The section of River Wandle we were to work on as it was in the early 1990's

Of course, the fantastic efforts over more than 10 years of the Wandle Trust to care for the whole river also cannot be underestimated. Concerns over water quality and quantity could not have been allayed without the invertebrate monitoring (Riverfly Partnership) and the survival and fitness of the "Trout in the Classroom" fish - both programmes run so brilliantly by the Wandle Trust.
Pupils release their "Trout in the Classroom" fish into the Wandle

So - having travelled down from Sheffield with SPRITE members Paul and Nick, we installed ourselves in the William Morris pub on the Friday evening to await the arrival of the merry band of Trout in the Town members old and new. We had representatives from projects in Huddersfield, Sheffield, Nottinghamshire, Wigan, Birmingham, Manchester, Derbyshire and London (with apologies from Lancashire Colne, Glazert near Glasgow and London's River Cray). Introductions made, the conversation flowed as easily as one might expect when you unite a bunch of obsessives all working on the same problems.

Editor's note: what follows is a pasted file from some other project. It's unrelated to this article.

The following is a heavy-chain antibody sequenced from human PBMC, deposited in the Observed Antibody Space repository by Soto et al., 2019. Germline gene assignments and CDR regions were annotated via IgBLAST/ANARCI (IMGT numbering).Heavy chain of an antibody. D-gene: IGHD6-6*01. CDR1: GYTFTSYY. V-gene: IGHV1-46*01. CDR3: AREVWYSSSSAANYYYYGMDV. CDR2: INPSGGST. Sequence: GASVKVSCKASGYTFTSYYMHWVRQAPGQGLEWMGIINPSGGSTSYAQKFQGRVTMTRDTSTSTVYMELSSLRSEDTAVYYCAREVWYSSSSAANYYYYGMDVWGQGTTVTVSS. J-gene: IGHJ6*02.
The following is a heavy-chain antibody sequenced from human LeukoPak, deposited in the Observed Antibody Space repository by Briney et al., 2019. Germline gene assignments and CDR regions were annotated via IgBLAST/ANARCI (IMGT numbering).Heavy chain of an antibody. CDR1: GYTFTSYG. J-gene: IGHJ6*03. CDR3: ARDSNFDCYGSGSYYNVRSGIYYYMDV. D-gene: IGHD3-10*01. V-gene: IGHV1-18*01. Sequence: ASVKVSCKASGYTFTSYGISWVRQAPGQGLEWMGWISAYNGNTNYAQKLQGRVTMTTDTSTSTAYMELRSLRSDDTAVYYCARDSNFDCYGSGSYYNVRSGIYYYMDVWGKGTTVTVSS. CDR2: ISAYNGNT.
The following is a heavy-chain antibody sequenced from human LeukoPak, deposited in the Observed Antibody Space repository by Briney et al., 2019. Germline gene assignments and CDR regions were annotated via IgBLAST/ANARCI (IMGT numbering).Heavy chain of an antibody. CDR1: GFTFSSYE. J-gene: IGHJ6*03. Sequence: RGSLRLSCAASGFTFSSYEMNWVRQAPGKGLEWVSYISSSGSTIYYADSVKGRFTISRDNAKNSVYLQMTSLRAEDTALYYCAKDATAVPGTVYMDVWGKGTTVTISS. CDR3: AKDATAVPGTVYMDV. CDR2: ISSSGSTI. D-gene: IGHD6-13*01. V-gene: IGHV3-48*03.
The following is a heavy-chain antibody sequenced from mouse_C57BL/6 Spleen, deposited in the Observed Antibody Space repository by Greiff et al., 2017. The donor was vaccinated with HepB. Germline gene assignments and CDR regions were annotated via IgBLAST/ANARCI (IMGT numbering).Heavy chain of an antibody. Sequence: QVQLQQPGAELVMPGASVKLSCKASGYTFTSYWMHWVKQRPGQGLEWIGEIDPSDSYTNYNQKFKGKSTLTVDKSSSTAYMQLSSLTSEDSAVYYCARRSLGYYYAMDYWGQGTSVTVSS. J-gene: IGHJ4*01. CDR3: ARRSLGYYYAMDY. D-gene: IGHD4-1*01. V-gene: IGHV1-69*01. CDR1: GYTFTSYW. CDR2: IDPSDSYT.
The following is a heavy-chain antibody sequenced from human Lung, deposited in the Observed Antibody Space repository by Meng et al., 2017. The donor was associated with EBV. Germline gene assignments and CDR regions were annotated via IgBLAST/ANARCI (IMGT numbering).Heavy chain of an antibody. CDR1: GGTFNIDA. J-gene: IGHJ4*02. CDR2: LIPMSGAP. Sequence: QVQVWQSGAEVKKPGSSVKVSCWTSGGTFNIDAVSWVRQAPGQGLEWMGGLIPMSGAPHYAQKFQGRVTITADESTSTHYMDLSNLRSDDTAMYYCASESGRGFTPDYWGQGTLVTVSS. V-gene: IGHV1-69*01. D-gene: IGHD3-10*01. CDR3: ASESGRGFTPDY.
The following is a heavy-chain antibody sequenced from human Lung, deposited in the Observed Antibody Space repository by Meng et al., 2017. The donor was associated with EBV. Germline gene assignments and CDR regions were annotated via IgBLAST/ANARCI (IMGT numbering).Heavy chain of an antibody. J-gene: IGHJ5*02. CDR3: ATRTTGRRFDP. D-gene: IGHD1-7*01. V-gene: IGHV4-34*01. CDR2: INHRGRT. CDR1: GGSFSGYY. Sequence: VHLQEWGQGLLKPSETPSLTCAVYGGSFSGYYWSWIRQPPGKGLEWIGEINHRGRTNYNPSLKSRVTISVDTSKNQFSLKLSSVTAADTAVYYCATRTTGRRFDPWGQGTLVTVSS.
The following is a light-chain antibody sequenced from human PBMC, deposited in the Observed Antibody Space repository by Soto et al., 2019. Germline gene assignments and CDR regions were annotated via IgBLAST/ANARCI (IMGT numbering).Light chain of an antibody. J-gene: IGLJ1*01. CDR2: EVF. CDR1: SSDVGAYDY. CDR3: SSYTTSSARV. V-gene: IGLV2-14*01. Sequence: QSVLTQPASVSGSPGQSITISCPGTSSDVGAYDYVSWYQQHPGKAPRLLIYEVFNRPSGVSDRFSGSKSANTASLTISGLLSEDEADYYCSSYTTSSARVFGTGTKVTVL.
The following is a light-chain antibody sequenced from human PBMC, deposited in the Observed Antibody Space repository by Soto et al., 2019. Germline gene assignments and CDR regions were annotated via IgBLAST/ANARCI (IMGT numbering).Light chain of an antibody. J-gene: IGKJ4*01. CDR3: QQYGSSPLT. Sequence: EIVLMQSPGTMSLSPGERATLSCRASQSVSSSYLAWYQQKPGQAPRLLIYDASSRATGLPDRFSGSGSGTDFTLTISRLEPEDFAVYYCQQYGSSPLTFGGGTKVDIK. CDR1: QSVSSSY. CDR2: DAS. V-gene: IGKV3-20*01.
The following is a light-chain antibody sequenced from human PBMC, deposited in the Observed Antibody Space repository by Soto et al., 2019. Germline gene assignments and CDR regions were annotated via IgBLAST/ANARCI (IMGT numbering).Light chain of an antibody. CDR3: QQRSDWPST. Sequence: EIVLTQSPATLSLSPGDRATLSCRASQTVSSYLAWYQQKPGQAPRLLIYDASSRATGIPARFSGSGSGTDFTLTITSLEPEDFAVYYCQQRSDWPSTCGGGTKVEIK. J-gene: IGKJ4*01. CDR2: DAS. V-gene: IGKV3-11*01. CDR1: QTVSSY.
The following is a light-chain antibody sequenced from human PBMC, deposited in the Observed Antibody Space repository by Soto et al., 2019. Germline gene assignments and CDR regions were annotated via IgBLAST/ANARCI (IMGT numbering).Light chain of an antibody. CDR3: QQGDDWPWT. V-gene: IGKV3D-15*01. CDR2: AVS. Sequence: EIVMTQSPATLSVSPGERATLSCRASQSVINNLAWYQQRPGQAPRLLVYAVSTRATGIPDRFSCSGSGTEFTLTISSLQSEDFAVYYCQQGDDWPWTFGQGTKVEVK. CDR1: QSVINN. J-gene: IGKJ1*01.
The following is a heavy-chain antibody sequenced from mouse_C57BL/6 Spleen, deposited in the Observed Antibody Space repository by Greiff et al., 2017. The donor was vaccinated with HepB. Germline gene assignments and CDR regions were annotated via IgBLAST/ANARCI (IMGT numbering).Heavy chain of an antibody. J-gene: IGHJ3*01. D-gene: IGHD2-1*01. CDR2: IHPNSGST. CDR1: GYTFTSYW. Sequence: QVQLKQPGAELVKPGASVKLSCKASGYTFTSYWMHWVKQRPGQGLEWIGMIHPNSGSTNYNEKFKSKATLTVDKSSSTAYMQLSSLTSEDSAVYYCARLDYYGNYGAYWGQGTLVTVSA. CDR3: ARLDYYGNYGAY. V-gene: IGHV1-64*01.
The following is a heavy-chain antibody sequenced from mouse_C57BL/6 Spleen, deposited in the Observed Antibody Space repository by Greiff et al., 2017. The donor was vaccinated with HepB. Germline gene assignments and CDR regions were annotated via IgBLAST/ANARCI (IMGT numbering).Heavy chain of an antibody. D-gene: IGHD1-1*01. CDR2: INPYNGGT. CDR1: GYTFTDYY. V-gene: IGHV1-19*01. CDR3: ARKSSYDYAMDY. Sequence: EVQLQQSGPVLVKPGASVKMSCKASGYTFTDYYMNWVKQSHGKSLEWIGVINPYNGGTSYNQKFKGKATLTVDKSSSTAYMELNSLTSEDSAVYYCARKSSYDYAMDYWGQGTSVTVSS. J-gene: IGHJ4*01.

Charles Rangeley Wilson gives the opening talk of the 2011 Conclave

Following a rousing introduction by Wild Trout Trust director Shaun Leonard, the Saturday programme was kicked off by an inspirational and personal perspective from Wild Trout Trust President, author, photographer, film-maker and (accidental) angler Charles Rangeley Wilson - who, by greatly auspicious coincidence, had caught his first (and to date only) Wandle trout after many years of trying not 50 yards from the conference venue. So began a day of accounts from representatives of each local branch - both giving background to their own aspirations as well as sharing lessons learned the hard way.
Charles Rangeley Wilson with his Wandle Trout photographed by David Sanderson. The conference venue is attached to the Mill Wheel in the background!

Food and liquid refreshment was amply provided by the William Morris staff at regular intervals and a great many discussions and friendships were forged across all groups throughout the day. These discussions and cross-group problem solving activities continued well into the night over dinner and drinks (even finding time to take in the Rugby game at 5pm). A great day.
Tea breaks were busy with discussions